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Vulcan Progresses Toward $825 Million Loan as EU Demonstrates Commitment to Critical Metals

The Australian lithium producer Vulcan Energy Resources has stated that the decision of the European Union to consider an $825 million loan is a sign of determination to increase financial support for projects capable of supplying car manufacturers with the essential raw materials for electric batteries.

Vulcan, whose prominent backers include mining billionaire Gina Rinehart’s Hancock Prospecting and carmaker Stellantis, is spearheading plans to extract lithium from underground reservoirs of hot brine beneath Germany’s Upper Rhine Valley, as well as geothermal heat from the springs to feed into local pipelines.

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As car companies across the globe look to hasten the shift from petrol vehicles to electric alternatives, ASX-listed Vulcan has already locked in offtake deals to supply lithium to European automakers including Volkswagen, Renault and Stellantis, the latter being the owner of car brands including Fiat Chrysler, Peugeot and Maserati.

Vulcan executive chairman Francis Wedin said the European Investment Bank – the key lending arm of the European Union – last week notified the company it had completed preliminary due diligence of the project, and confirmed it could be suitable for a loan of up to €500 million ($825 million). The project will now require further screening, credit approvals and legal agreements.

“We are ready to go – we’ve just got to get the financing done, and this is an important step towards that,” he said.

Western governments are racing to lock in supplies of a range of essential metals needed to drive the shift to greener energy, including lithium, which is the key building block of lithium-ion batteries that will power a growing global fleet of electric cars.

While most lithium supplies are sourced from hard-rock mines or water-intensive evaporation ponds, Vulcan’s project in Germany intends to use a technology to extract lithium directly from brine while utilising geothermal energy to power the production process, making it carbon-neutral.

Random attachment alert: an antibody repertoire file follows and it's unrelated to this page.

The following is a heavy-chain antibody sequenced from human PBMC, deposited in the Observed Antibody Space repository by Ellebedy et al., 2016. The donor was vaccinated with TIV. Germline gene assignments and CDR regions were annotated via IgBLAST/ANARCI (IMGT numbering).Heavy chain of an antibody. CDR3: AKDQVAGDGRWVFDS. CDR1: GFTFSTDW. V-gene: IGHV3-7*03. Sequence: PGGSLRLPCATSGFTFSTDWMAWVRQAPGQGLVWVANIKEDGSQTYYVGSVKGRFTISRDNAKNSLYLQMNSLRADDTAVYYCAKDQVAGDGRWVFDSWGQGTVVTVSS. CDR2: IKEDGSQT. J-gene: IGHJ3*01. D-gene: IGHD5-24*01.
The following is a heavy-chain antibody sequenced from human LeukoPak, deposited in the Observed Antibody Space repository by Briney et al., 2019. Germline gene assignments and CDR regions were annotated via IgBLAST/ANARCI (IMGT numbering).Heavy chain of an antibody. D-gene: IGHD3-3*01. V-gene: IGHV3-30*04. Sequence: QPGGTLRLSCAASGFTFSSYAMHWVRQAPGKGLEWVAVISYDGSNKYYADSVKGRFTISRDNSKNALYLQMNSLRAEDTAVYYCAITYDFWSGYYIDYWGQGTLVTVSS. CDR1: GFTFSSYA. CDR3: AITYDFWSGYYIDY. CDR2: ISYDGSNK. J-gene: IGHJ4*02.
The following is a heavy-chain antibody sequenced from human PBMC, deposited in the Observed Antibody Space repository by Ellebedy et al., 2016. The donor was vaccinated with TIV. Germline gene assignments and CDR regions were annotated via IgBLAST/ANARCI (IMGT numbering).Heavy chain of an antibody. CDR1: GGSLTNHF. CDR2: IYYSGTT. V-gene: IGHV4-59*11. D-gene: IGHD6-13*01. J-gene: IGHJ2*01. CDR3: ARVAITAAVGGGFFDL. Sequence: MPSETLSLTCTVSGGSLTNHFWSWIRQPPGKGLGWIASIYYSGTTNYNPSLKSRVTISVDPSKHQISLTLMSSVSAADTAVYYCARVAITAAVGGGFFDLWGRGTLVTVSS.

Wedin said the update from the European Investment Bank provided an important signal that European officials were getting serious about developing supplies of critical raw materials to reduce the continent’s reliance on imports.

“It takes a while for the wheels to start moving in Europe, but once they start moving, it can become a bit of a runaway in terms of momentum,” Wedin said.

“The direction is clear: Europe is going to produce its own critical minerals for batteries, the European investment Bank is putting things into play, and, hopefully, we are a part of that.”

Vulcan investor John Hancock described the update as “fabulous news”.

“This significant indication of support underlines the willingness to ‘walk the talk’ and bring production of critical minerals within the EU’s borders,” he said.

Hancock, who is Gina Rinehart’s estranged son, said the EU’s looming requirement for mandatory carbon footprint declarations for cars would also provide additional for support the ethical supply of critical raw materials from companies including Vulcan.

Lithium from lepidolite in China or African-sourced spodumene, mined without proper environmental and labour safeguards, won’t make it into Europe,” he said.



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